2 March 2014

The Transforming Presence of God

A Sermon for Transfiguration Sunday Year A

Over the next four years we will be treated to -- or subjected to, depending on how you look at it -- to a series of centenary commemorations of the events of the Great War of 1914-18. From Amiens to Ypres, Cambrai to Vimy Ridge, we will be invited to remember the mud and bloodshed and incredible waste of the first modern, fully mechanised war. So much of our modern, 21st century world, good and bad, began in the trenches of France and Flanders, from new medical treatments to new movements in art and literature to politics. So it will be a good four years for documentary watchers, pundits, war buffs, and battle recreators.

However one area that I am sure will not come up is theology, which was transformed in ways that are still percolating through the system by an originally German movement called 'demythologising'. If you were sitting in a pew in the 1960s or 70s you probably heard about that from theology students or assistant curates, but you probably didn't hear that demythologising too was a product of the trenches, where some of its founders served as chaplains to the troops. At least one of them has written movingly of his experience, and what he perceived as his failure to preach the Gospel under those conditions to men who would soon be facing death and mutilation, especially at times like the feasts of the Ascension or the Transfiguration, when we celebrate some of the moments in which God in Christ is particularly revealed.

Somehow in the crucible of war an awareness of God's ability to break into our lives, as God had done in Jesus in the past, had been lost, and the response of these wounded pastors was to radically repackage the message in a way that they hoped would reach those like themselves, who had lost a part of their faith. I can't say that I agree with their response but I do think they identified a problem that has only spread since their day, a problem that was born out of war and destruction and our reactions to it.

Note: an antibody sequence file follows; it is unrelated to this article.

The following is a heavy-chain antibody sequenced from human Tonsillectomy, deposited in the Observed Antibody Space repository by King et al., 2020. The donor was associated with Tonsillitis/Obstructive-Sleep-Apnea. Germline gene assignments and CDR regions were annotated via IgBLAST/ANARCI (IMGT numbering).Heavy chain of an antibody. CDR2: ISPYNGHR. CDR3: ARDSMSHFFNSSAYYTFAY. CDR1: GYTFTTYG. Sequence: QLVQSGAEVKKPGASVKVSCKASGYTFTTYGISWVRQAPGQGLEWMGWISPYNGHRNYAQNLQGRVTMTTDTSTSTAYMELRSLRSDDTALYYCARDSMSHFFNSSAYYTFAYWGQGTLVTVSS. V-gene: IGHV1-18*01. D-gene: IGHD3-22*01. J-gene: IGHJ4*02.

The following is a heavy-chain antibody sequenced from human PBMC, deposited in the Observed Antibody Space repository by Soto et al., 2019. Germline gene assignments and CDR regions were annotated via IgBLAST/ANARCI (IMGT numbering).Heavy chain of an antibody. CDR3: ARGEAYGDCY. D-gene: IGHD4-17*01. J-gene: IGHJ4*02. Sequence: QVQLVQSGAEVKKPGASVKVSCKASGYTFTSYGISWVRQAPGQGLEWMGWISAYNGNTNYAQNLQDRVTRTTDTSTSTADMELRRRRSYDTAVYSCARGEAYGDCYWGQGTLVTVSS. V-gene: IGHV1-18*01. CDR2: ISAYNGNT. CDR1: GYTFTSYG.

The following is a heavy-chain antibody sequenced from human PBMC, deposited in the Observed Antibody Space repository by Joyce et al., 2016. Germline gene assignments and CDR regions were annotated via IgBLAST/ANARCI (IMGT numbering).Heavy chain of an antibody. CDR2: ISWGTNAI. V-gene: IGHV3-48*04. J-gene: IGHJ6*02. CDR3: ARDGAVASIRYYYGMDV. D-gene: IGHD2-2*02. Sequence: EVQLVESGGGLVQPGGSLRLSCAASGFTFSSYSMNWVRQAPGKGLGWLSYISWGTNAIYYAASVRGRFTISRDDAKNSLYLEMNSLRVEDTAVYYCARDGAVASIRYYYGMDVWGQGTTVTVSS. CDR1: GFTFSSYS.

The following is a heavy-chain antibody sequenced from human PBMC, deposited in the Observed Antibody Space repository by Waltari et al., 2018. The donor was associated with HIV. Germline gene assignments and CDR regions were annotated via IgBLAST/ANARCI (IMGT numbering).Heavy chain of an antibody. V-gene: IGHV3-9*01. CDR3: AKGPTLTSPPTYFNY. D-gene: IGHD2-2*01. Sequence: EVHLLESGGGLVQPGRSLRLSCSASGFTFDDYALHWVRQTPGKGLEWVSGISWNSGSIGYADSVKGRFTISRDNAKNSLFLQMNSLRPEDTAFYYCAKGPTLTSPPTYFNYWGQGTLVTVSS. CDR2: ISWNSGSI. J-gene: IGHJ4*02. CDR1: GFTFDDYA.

We look at the story of Scripture, the story of our spiritual ancestors, and we see God constantly breaking into the mundane. Of course this should come as no surprise -- the Bible has been put together as an account of and a reflection on humankind's encounters with God and on God's self-revelation in Jesus, both Messiah and Son. Some of us still perceive God breaking into the everyday world, in our lives and the lives of those around us or through the liturgy and sacraments of the church. But many of us have lost that sense and for such people God seems far away -- indeed we have all experienced moments in which we shared that feeling, as though God were on the other side of a barrier that we could not cross. Perhaps what we need is a change of perspective. Perhaps we need to look more closely for signs of God in our lives or ask whether we are doing enough to make ourselves open to God's coming. But unfortunately the reaction of far too many modern men and women is to assume that God simply doesn't break into the mundane, if God ever did: people long ago may have believed such things, but we know better now, and understand that it just doesn't happen....